Fantasy fans were still reeling from the epic The Lord of the Rings: The Fellowship of the Ring. It proved to be one of those rare Fantasy or Science Fiction films to impress the Academy, but in the end turned only a few of its sackful of nominations into actual Oscar wins. It’s probably unlikely that Peter Jackson will win ‘Best Director’ for any of the chapters of his film, as each, with a narrative hanging open at one end or another, proves a less than totally satisfactory viewing experience.
A dumping ground for some below-par studio output in the US, with John McTiernan’s jaw-droppingly inept remake of Rollerball keeping viewers away from cinemas in their droves. The film’s drift around the release schedules, on both sides of the Atlantic, suggested that all involved at least had the good grace to feel ashamed. A second instalment of Anne Rice’s Vampire Chronicles reached screens in the form of Queen of the Damned.
The wedding of the year was provided, or almost provided, this month by the Buffy The Vampire Slayer episode Hell’s Bells. Blade II, the sequel to Stephen Norrington’s ripsnorting 1998 Vampire hit, staked a claim to US audiences. Guillermo del Toro’s lightning-paced actioner lived up to all the promise of its predecessor. This tale of a battle with the deadly Reapers offered no real character material or subtlety to speak of, but proved a slack-minded delight to all those happy to substitute gadgets and a high death toll for needless emotional mush.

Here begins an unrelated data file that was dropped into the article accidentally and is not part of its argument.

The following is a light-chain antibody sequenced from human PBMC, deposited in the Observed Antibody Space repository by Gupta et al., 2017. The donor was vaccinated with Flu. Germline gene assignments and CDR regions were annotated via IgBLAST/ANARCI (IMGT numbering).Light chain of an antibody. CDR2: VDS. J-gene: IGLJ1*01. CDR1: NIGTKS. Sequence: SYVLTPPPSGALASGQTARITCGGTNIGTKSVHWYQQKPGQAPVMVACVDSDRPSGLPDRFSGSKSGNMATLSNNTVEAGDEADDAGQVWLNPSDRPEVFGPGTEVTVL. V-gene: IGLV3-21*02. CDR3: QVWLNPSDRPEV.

The tenth instalment in the Friday the 13th franchise, released in the US in April, received a rave review from Alan Jones when it reached the UK later in the year. ‘Easily the best of the sequels,’ he said. ‘Super scary and hilariously funny in equal measure.’
The nine-year run of The X-Files ended not with a bang, but a whimper, as the final episode aired on 19 May. While not so very special in itself, Star Wars Episode II received a warm response from an audience relieved to discover that at least it wasn’t as poor as The Phantom Menace.
Once again, Steven Spielberg delivered the year’s most intelligent and satisfying Science Fiction experience. Minority Report, based on the short story by Philip K Dick, wove a ingenious mystery plot and fascinating futuristic design into a crowd-pleasing blockbuster: demonstrating to all how this kind of movie should be done.